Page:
Note: The gulp script doesn't currently create the folder, nor does it cope well if the folder isn't present, so make sure that you've created the folder before you run the script. I've left this out to keep the script simple, though I'm sure someone who knows more will point out tht there's an option to set somewhere, or a different syntax that'll result in the folder being created automatically!

The 'build:' tasks

The new build task that's triggered before serve is actually only responsible for calling three other tasks, build:init, build:copyangular and build:copyapp. Not one of these contains anything particularly complicated, interesting or exciting so I'll keep the explanation of each of them fairly brief. In the interests of keeping it simple they could be simplified into one task, but that would make the dev task (which I'll talk about a little later) harder to implement and it'd also end up containing some duplicated code.

build:init - This task, along with its peer dev:init is responsible for setting some values that are used by other parts of the build script. This is basically to allow some of the other tasks to be re-used in different execution flows by, so far, specifying where files should be copied to.

build:copyangular - I've added AngularJs to the project, with the intention of using it later on, by updating package.json to add a dependency and then running npm install:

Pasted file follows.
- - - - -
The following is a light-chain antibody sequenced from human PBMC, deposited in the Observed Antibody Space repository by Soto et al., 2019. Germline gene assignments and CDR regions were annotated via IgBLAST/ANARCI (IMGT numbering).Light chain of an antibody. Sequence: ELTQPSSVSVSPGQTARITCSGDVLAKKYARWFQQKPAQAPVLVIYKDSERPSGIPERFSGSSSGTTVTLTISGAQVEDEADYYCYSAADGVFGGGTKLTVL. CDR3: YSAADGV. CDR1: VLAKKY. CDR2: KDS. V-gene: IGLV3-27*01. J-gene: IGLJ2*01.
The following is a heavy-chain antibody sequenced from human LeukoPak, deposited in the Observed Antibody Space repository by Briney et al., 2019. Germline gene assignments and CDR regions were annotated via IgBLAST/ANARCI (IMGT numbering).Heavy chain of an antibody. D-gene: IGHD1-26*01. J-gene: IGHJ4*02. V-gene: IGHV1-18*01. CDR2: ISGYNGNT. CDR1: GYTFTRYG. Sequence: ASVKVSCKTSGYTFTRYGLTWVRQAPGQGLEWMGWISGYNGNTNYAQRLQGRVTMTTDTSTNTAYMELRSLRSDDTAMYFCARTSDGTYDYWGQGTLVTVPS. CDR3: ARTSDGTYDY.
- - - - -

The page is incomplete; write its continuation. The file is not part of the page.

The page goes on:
"name": "preference-center",
    "version": "1.0.0",
    "private": true,
    "devDependencies": {
        "gulp": "^4.0.0",
        "gulp-server-io": "^1.4.0-beta.1"
    "dependencies": {
        "angular": "^1.6.9"

Even though it's been added as a dependency and the package retrieved, the script files aren't (a) available in the /app folder to be used by editor intellisense, or (b) going to end up in the /.dev folder so that they can be served when the project is being viewed in a browser. This task takes care of that by pulling the files from the node_modules/angular folder and dropping them into the location I want. In the case of build:copyangular this is somewhere below the /.dev folder ready for use by the browser.

build:copyapp - Now the prior two tasks have run which means that the script knows where to deposit files, this task can run to pull the application code from the /app folder and deposit it in the /.dev folder ready to be served.

What next?

I didn't describe the dev task, but it's really there as a convenience. All it does is uses the build:copyangular task to pull AngularJs in and allow it to be referenced during development. Next up will be pulling in a couple of npm packages like ng-annotate and seeing how they interact with gulp build scripts!

About Rob

I've been interested in computing since the day my Dad purchased his first business PC (an Amstrad PC 1640 for anyone interested) which introduced me to MS-DOS batch programming and BASIC.

My skillset has matured somewhat since then, which you'll probably see from the posts here. You can read a bit more about me on the about page of the site, or check out some of the other posts on my areas of interest.